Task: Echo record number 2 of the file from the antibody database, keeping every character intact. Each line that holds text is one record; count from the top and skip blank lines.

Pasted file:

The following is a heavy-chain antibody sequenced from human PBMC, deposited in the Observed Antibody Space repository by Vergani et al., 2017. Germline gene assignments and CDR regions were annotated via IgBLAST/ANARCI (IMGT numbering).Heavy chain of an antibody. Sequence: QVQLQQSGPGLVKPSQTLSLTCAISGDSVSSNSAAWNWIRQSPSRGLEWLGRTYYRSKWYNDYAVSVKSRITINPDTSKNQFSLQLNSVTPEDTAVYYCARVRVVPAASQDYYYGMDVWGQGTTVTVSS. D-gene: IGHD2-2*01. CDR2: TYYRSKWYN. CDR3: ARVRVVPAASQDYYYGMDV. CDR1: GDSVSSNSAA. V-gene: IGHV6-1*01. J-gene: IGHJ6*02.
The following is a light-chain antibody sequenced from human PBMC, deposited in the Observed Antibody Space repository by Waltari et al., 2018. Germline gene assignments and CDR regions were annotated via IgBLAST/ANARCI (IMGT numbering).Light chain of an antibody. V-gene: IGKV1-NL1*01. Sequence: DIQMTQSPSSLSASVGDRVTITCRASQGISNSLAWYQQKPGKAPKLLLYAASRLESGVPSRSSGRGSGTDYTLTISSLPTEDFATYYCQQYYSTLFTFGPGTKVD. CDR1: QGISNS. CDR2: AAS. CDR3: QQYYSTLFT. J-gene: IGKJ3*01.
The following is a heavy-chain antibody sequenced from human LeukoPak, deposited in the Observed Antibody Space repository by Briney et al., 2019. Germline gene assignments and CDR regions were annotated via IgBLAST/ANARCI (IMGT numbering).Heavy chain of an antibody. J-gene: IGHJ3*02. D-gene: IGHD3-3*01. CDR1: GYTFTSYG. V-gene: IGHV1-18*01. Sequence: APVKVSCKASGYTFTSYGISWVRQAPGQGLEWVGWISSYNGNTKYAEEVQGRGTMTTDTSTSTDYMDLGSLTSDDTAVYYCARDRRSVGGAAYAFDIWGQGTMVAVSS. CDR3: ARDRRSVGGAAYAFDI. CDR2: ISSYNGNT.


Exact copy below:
The following is a light-chain antibody sequenced from human PBMC, deposited in the Observed Antibody Space repository by Waltari et al., 2018. Germline gene assignments and CDR regions were annotated via IgBLAST/ANARCI (IMGT numbering).Light chain of an antibody. V-gene: IGKV1-NL1*01. Sequence: DIQMTQSPSSLSASVGDRVTITCRASQGISNSLAWYQQKPGKAPKLLLYAASRLESGVPSRSSGRGSGTDYTLTISSLPTEDFATYYCQQYYSTLFTFGPGTKVD. CDR1: QGISNS. CDR2: AAS. CDR3: QQYYSTLFT. J-gene: IGKJ3*01.